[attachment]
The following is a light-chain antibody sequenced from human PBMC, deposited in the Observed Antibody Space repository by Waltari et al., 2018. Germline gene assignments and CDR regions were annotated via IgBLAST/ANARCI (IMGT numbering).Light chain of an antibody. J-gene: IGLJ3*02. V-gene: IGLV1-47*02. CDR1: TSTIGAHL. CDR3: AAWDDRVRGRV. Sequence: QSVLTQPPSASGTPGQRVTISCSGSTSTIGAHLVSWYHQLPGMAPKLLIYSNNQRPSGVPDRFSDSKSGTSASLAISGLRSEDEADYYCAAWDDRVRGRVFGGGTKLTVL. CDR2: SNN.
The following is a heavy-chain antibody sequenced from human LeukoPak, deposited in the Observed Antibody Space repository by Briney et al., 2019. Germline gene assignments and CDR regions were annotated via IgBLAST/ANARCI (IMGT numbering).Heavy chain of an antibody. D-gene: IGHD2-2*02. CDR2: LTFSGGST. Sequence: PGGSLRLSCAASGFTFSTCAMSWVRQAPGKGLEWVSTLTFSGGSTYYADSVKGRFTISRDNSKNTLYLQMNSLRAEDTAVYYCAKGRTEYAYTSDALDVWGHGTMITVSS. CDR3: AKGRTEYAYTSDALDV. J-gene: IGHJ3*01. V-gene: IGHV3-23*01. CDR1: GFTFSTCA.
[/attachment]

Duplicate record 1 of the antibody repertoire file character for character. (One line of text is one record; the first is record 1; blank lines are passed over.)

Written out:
The following is a light-chain antibody sequenced from human PBMC, deposited in the Observed Antibody Space repository by Waltari et al., 2018. Germline gene assignments and CDR regions were annotated via IgBLAST/ANARCI (IMGT numbering).Light chain of an antibody. J-gene: IGLJ3*02. V-gene: IGLV1-47*02. CDR1: TSTIGAHL. CDR3: AAWDDRVRGRV. Sequence: QSVLTQPPSASGTPGQRVTISCSGSTSTIGAHLVSWYHQLPGMAPKLLIYSNNQRPSGVPDRFSDSKSGTSASLAISGLRSEDEADYYCAAWDDRVRGRVFGGGTKLTVL. CDR2: SNN.